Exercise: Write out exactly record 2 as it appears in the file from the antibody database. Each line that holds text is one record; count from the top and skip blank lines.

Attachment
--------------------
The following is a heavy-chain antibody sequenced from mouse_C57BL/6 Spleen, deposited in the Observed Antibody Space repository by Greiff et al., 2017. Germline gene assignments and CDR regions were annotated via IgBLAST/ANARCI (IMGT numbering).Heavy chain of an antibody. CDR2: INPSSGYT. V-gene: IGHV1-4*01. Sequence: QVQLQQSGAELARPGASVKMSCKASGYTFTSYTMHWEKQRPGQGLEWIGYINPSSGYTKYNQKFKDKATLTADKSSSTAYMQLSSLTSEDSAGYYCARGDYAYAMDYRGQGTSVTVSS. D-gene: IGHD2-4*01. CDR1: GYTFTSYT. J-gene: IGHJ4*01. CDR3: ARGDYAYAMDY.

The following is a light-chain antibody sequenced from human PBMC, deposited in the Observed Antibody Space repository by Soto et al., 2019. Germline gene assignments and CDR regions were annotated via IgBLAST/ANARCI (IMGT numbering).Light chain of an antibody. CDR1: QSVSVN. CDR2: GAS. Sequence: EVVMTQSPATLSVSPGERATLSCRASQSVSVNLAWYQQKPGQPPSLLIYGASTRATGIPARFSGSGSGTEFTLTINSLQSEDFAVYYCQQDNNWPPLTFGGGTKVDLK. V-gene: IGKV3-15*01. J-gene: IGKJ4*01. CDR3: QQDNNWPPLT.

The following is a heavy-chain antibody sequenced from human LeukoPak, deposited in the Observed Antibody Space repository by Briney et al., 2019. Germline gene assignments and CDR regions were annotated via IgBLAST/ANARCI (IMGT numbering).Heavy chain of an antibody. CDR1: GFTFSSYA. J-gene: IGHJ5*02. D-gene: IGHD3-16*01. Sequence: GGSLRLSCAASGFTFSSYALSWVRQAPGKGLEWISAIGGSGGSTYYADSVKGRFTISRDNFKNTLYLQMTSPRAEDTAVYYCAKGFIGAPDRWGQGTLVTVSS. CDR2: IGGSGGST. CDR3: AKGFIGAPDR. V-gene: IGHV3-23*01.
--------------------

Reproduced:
The following is a light-chain antibody sequenced from human PBMC, deposited in the Observed Antibody Space repository by Soto et al., 2019. Germline gene assignments and CDR regions were annotated via IgBLAST/ANARCI (IMGT numbering).Light chain of an antibody. CDR1: QSVSVN. CDR2: GAS. Sequence: EVVMTQSPATLSVSPGERATLSCRASQSVSVNLAWYQQKPGQPPSLLIYGASTRATGIPARFSGSGSGTEFTLTINSLQSEDFAVYYCQQDNNWPPLTFGGGTKVDLK. V-gene: IGKV3-15*01. J-gene: IGKJ4*01. CDR3: QQDNNWPPLT.